Yes, I do write erotic fantasy along with the non- (or at least less-) erotic sort. In fact, I’ve just started a new serial, Fair Trade, that is an urban fantasy but also distinctly erotic. And no, I see no reason at all to be embarrassed about that. This post is not an apology or an excuse. It is my personal take on the existence of, and frequent dismissal of, erotic literature.
First, we need to make sure we’re talking about the same thing.
WordNet defines erotica as “creative activity (writing or pictures or films etc.) of no literary or artistic value other than to stimulate sexual desire”. I do not agree with this highly judgmental definition at all, nor with declaring pornography and smut to be its synonyms. In fact, that’s pretty much my whole thesis here, that erotica can have entertainment, literary, and/or artistic value aside from its ability to stimulate sexually.
Wiktionary has the much less disparaging “Erotic literature, art, decoration or other such work” with a usage note of, “This word sometimes encompasses only material that is not pornographic and has or is purported to have artistic or social value, but also can include pornography, depending on the context and speaker.” Erotic is defined by Wiktionary as “Relating to or tending to arouse sexual desire or excitement.” As long as we understand “erotic” to include a broad umbrella of peripheral aspects that might not be sexual in the traditional sense but often interact with it, then I think we can go with that.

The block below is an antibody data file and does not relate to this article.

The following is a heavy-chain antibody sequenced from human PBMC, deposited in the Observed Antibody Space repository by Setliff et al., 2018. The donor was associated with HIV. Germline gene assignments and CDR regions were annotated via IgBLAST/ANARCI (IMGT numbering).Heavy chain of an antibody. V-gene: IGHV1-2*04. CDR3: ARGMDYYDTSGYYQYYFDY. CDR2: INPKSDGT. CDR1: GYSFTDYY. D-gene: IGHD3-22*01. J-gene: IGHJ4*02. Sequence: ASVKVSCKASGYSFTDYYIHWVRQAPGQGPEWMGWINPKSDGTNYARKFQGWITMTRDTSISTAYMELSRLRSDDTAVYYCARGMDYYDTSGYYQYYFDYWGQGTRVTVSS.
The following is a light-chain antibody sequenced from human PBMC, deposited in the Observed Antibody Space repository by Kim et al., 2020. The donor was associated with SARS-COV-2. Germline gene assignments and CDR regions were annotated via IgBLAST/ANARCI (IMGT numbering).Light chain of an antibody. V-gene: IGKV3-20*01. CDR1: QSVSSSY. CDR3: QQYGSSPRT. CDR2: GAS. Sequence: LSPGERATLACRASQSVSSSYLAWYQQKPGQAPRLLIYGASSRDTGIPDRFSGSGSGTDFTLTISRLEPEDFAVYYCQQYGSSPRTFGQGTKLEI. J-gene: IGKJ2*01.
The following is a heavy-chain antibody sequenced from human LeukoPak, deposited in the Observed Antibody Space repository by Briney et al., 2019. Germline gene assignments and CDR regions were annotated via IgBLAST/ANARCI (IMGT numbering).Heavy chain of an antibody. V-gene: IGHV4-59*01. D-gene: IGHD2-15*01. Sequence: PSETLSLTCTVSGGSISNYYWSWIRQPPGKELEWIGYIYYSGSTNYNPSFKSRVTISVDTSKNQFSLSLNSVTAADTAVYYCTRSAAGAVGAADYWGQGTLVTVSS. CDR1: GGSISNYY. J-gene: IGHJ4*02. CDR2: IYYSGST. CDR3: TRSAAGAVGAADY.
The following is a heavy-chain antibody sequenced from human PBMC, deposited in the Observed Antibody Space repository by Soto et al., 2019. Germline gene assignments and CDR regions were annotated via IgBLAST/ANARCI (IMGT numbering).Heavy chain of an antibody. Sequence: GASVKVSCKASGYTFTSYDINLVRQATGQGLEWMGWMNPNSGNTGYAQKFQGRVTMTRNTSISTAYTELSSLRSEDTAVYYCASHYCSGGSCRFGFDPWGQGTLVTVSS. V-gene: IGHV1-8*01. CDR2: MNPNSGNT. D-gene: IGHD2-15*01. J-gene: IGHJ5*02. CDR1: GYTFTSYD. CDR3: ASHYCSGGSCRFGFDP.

Sexuality, the erotic, and all the associated instincts, drives, and emotions are complex and powerful and common, although not universal, and while any given nuanced combination is probably unique, the individual aspects generally are not. The erotic incorporates body and mind, emotion and imagination, spirit and culture, all integrated into one–or with conflicts between that, unresolved, can be devastating. Few other aspects of our existence encompass so broad a range or reach so deep. The erotic can lend that power and passion to fiction, whether it’s incorporated as secondary layers or more centrally–as long as it’s used properly, and isn’t expected to stand alone.